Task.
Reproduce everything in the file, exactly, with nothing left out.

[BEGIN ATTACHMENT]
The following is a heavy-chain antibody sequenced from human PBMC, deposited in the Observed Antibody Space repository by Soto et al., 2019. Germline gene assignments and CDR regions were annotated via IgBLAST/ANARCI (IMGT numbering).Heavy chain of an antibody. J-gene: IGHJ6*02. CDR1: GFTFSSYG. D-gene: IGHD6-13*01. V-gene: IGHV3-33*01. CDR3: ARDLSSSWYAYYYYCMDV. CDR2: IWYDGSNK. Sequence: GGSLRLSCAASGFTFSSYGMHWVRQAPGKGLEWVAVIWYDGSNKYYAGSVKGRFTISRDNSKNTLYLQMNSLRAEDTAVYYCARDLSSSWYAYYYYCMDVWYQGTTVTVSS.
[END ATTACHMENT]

The following is a heavy-chain antibody sequenced from human PBMC, deposited in the Observed Antibody Space repository by Soto et al., 2019. Germline gene assignments and CDR regions were annotated via IgBLAST/ANARCI (IMGT numbering).Heavy chain of an antibody. J-gene: IGHJ6*02. CDR1: GFTFSSYG. D-gene: IGHD6-13*01. V-gene: IGHV3-33*01. CDR3: ARDLSSSWYAYYYYCMDV. CDR2: IWYDGSNK. Sequence: GGSLRLSCAASGFTFSSYGMHWVRQAPGKGLEWVAVIWYDGSNKYYAGSVKGRFTISRDNSKNTLYLQMNSLRAEDTAVYYCARDLSSSWYAYYYYCMDVWYQGTTVTVSS.